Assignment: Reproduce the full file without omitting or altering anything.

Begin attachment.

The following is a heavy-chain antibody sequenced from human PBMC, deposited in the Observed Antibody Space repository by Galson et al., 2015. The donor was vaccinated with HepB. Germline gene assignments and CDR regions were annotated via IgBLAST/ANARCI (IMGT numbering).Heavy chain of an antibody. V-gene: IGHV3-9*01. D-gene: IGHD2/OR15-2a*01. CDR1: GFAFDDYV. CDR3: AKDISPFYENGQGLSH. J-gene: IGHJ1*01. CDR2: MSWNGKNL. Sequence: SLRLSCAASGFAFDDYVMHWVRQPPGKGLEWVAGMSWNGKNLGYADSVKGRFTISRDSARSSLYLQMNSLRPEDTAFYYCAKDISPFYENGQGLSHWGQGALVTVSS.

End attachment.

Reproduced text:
The following is a heavy-chain antibody sequenced from human PBMC, deposited in the Observed Antibody Space repository by Galson et al., 2015. The donor was vaccinated with HepB. Germline gene assignments and CDR regions were annotated via IgBLAST/ANARCI (IMGT numbering).Heavy chain of an antibody. V-gene: IGHV3-9*01. D-gene: IGHD2/OR15-2a*01. CDR1: GFAFDDYV. CDR3: AKDISPFYENGQGLSH. J-gene: IGHJ1*01. CDR2: MSWNGKNL. Sequence: SLRLSCAASGFAFDDYVMHWVRQPPGKGLEWVAGMSWNGKNLGYADSVKGRFTISRDSARSSLYLQMNSLRPEDTAFYYCAKDISPFYENGQGLSHWGQGALVTVSS.